Looks like les ros bifs have let the side down at Atos Origin. The French service outfit reported revenues up 7.2 per cent at €2.9bn and operating income up over 80 per cent to €108m.
Good news, you'd think, but no, they had to go and single out the UK for special treatment, blaming les ros bifs for a 6.5 per cent decline in consulting revenues. Systems integration revenues were also down in the UK and things weren't great in managed operations either. Oh, and the Department of Health terminated its diagnostics services contract.
...but another French company buys British
Still, whatever Atos Origin might think about the UK, it hasn't prevented fellow French IT services company Groupe Steria from agreeing to buy Reading-based Xansa for £472m.
Steria said the agreement reflected its desire to step-up its presence in the UK IT services market and it hopes to be among the top 10 leading outsourcing companies in Europe, post-acquisition.
Xansa has about 4,000 staff in Britain and more than 5,000 employees in India. It has contracts with both private and public sector organisations in the UK, including the likes of Barclays, the NHS, and the BBC.
HP's load of old Bull
It was a very busy week for the French. If they weren't buying, they were being bought. Allegedly. According to reports, HP was preparing to buy venerable French computer maker Bull for $1bn. The company would fit well with HP because of its focus on high performance and high end computing. And like HP, Bull has based its top product around Intel's Itanium processor.
Ballmer bets Microsoft future on ads and devices
Microsoft CEO Steve Ballmer was talking a lot about bets at the company's recent annual financial analysts' summit.
He told Wall Street it had "no choice" but to accept "big bets" on software plus services as a way of sustaining growth and the industry's "highest" operating income levels. Ballmer said the return on "bold bets, big bold bets, big bold bets" would go "beyond your typical investment horizon".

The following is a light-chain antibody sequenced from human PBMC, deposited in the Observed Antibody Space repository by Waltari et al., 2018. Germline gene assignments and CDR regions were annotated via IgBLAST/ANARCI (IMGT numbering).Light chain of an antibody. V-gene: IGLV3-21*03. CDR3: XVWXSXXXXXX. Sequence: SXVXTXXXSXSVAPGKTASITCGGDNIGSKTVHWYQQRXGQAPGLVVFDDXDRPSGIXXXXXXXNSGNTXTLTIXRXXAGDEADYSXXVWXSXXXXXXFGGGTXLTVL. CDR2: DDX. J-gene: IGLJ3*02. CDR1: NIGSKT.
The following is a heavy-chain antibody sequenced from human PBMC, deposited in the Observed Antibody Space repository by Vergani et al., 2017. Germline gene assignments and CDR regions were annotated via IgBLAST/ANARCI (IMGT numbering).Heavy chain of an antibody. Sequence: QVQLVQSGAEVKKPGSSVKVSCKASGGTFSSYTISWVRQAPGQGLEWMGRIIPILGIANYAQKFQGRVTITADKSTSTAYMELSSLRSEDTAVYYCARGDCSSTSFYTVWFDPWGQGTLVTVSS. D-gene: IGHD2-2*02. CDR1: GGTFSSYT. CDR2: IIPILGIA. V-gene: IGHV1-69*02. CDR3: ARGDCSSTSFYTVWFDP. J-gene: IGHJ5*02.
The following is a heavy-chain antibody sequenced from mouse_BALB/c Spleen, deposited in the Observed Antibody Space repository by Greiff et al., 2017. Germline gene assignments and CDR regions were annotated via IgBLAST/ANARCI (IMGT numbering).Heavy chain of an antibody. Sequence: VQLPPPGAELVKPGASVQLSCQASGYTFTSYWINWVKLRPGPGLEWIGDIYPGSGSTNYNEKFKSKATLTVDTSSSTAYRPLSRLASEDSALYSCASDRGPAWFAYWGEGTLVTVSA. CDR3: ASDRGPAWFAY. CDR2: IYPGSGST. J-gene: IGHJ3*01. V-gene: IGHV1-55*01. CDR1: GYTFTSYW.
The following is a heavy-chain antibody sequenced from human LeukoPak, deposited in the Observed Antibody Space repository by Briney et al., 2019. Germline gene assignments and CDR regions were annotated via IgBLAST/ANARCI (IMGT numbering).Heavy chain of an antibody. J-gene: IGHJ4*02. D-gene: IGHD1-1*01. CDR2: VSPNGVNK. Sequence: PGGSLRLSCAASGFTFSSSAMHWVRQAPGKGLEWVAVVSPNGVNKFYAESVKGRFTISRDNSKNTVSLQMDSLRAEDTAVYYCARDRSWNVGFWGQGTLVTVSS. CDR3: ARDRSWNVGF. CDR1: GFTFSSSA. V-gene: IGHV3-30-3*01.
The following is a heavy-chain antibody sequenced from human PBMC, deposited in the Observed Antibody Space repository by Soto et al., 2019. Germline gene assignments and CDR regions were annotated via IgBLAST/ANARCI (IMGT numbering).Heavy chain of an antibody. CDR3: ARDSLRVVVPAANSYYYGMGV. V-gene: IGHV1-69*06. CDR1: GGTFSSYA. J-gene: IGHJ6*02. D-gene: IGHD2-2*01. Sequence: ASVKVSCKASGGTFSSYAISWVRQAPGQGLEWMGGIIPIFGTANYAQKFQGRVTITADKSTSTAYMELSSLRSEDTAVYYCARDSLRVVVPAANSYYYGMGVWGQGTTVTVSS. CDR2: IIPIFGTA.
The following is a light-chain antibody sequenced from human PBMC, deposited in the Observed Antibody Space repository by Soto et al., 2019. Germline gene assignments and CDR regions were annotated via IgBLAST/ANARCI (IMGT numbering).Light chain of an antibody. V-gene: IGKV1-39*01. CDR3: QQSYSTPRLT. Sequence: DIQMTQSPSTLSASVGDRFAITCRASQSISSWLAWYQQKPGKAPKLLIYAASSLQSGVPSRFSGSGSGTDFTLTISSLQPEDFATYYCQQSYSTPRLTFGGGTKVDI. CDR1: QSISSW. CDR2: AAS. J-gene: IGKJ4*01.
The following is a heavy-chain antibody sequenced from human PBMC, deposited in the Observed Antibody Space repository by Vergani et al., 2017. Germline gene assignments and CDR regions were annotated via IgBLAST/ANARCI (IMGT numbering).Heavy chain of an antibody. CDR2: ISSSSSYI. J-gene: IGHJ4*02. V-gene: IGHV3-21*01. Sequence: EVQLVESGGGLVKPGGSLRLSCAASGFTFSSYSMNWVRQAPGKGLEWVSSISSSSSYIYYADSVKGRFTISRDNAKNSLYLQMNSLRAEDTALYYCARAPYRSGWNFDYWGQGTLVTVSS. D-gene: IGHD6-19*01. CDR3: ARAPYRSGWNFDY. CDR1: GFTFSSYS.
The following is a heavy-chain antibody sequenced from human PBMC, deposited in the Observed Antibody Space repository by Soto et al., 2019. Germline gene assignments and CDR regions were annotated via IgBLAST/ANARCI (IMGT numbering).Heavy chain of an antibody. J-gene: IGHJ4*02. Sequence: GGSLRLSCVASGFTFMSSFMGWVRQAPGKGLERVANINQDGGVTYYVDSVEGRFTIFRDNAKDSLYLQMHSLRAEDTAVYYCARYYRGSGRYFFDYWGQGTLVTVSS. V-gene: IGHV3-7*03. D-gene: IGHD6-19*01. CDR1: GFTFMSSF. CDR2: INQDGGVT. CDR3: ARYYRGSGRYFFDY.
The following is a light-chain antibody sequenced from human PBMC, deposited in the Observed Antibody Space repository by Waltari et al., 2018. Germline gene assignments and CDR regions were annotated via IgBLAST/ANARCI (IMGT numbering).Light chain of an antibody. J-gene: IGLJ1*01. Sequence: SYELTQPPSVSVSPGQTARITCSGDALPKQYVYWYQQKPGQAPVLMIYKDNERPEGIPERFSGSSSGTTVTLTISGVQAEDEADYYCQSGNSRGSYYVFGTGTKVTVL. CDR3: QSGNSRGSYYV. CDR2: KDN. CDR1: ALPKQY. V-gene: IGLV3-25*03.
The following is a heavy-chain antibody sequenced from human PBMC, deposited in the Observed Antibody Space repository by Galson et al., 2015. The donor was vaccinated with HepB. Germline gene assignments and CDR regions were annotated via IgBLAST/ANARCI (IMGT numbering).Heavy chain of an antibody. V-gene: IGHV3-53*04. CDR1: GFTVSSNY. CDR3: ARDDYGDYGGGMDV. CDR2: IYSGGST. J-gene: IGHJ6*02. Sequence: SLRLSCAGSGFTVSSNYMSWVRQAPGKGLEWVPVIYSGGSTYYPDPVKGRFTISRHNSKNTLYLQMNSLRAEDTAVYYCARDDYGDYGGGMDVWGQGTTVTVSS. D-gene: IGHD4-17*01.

Right, let's start with a million quid on Reading to win the Premier League. Microsoft's bets were more about becoming an ad company and a device company. Microsoft announced popular news ranking site Digg has dumped Google Ads in its favour and it has purchased online advertising exchange AdECN.
Ballmer dance revived for iPod spoof
Still on the subject of Ballmer, what are the bets on the joker at the company who used an internal website to direct people to a re-interpretation of his fabulous monkeyboy dance on YouTube as an advert for the Zune with heavy stylistic borrowings from the iPod ads, keeping his or her job?
Windows might be big, but Coke is bigger
The good news for Microsoft is that it is the second most valuable brand in the world, behind Coca-Cola, according to Business Week magazine. Shareholders must be hoping it stays that way after Steve makes his bets.
Forget the worm, Eminem publisher bites Apple
Reports surfaced during the week of a virus that attempts to delete MP3 files from infected Windows-based computers.
The imaginatively titled Deletemusic worm is not to be confused with the more focused Eminem lawsuit which has been unleashed against Apple iTunes downloads of the rapper's songs.
Eminem's music publisher is demanding "Apple cease and desist its reproduction and distribution" of his music. This is the second time Eight Mile Style has taken Apple to court. In 2004, the rapper sued Apple over using the song "Lose Yourself" in a TV spot for the iTunes music store. The lawsuit was settled out of court in 2005.
We couldn't leave this one out
The rehabilitation of the mainframe continues apace with IBM stressing the green credentials of its big boxes and announcing plans to consolidate 3,900 Unix and x86 servers onto 30 Linux-based mainframes. IBM claims the move will save enough electricity to power a small town. The big question is: which small town will IBM give the power to? ®